During the 18th century, gender roles, gender equality and reform in women's social and legal status were discussed in public debate and literature. Many anonymous female journalists and writers participated under pseudonyms in temporary periodicals, often in the form of a fictions correspondence, questioning the status of women, only a minority of whom, however, has been identified.[7] Among them were Margareta Momma, Catharina Ahlgren and Anna Maria Rückerschöld. In 1761, Hedvig Charlotta Nordenflycht wrote her famous poem Fruntimrens försvar (To the Defense of Women).

19th century[edit]

The first civil-society organisation founded by women in Sweden was the charitable society Välgörande fruntimmerssällskapet, which was founded in Stockholm in 1819 by a group of upper-class women under the leadership of Princess Sophie Albertine of Sweden. Its purpose was to support poor women. This was the first time in Sweden women organized to achieve and reform something in society by a public voice. Though the subject may seem non controversial, the act of women organizing to change society was in itself radical. This was to be followed by numerous other charitable women's societies during the 19th century.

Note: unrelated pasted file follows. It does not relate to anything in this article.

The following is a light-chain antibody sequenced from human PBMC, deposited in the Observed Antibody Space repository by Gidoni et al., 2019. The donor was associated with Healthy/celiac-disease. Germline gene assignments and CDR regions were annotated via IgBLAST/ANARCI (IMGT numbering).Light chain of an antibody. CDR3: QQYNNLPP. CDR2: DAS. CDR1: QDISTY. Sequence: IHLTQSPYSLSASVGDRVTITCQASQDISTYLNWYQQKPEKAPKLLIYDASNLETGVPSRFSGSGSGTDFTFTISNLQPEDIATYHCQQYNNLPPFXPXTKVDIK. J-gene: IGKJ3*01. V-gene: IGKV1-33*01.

In 1839, Carl Jonas Love Almqvist started a long literary debate regarding gender roles through his famous novel Det går an, in which he argued for free love and the right of Cohabitation without the restrictions of marriage and the right for women to experience love without losing their independence.

In 1848, Sophie Sager aroused considerable controversy after reporting a rape attempt and going on to win her case. She became the perhaps first woman in Sweden to make public speeches in favor of feminism, which made her famous but also ridiculed as a feminist figure.[8] Hers was, however, an isolated attempt, and did not start any organized movement.